Rian Jackson (September 9, 2019): August (Blog Two)

I am still at home prepping for my gap year projects, but as the start of this adventure gets closer, I have started to think about what I am hoping to learn about on this gap year. I am planning on going to three places, each one unique, and with different opportunities to learn.

The first location is the sub artic research station where I will be helping them conduct educational outreach, grow hydroponic greens, and possibly help the researchers with some of the more basic tasks. This will be a very different environment that what I am used to, so up there will be my first chance to learn about what it is like to live in very cold weather conditions while they last. The lessons that I hope to learn include the hazards of living in very cold weather and safety measures with equipment and what proper clothing to wear when going outside. The next thing that I want to learn in Canada is some of the culture differences between the nearby town with a predominant population of first nation peoples, and Tallahassee.

A Raptor rehab center near Vancouver, British Columbia Canada, is stop number two. This is a center that is a cross between Tallahassee’s Science Museum and a wild life vet clinic for all forms of injured wildlife. The lessons I hope to get from this place are a little more practical. Here I am hoping to learn about wild life rehabilitation costs, fundraising, staffing, veterinarian support, community involvement and the steps needed to get an injured creature back to its original home. I hope to help teach some lessons and work to educate some of the visitors about some of the birds that the center keeps as ambassadors for their species.

A new lesson that I have learned while doing research on gap year transportation options is about airlines and carbon offsetting of air travel. The Gap Year Association shared this article on Facebook (see link). I would recommend it to anyone considering airline travel! One of the lessons that this article taught me is that some flights are less impactful on the environment. For example, the more expensive seats like first class have a bigger carbon footprint because the bigger seats take more room on the plane meaning less people per trip. The article goes into detail about how direct flights are more efficient and better for the environment since taking off and landing takes a lot of fuel, so the less that is done, the less fuel is burned, and the better it is for the ozone layer.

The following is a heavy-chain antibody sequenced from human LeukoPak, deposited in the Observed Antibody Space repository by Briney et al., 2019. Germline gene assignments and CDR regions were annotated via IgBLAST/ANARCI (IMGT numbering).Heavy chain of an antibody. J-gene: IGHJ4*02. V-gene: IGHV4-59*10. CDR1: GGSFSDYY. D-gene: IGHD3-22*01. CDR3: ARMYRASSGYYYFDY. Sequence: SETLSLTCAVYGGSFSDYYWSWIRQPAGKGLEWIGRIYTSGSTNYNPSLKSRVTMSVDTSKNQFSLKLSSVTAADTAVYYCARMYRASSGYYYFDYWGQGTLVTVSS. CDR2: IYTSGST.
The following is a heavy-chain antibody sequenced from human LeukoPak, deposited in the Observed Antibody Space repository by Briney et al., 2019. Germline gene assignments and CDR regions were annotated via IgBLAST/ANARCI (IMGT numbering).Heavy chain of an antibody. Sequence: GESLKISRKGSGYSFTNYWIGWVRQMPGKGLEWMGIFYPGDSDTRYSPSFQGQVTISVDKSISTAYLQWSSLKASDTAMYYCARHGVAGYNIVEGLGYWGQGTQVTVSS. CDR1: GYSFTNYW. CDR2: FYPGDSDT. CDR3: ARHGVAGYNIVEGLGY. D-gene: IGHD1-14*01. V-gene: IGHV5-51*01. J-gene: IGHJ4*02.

The last place that I plan to go and learn from is an organic farm and wildlife conservation teaching center in Devon, England. This farm uses new techniques to help provide good organic produce without any of the harmful chemicals that modern farms use as well as other permaculture land management practices. When working on that farm I am hoping to learn more about the sustainable and economical practices and how they help the farm flourish. The other lesson that I can learn is how the farm impacts the local flora and fauna and improves the local river ecosystem. I am particularly interested in learning if any of the local wild life have become problematic and what could be done to help both the farm and the wildlife co-exist.

Overall, I am grateful for these chances to learn about so many different topics that will be new to me. I have faith that all the prep work I have put in so far is going to be worth it, for a chance to learn from a variety of people and places. Whether that be how to run an ecofriendly farm, lower your carbon footprint when flying, or how to live in a cold climate, I look forward to the challenge.

Published by Warren Oliver

CRE Associate Director for Global Programming

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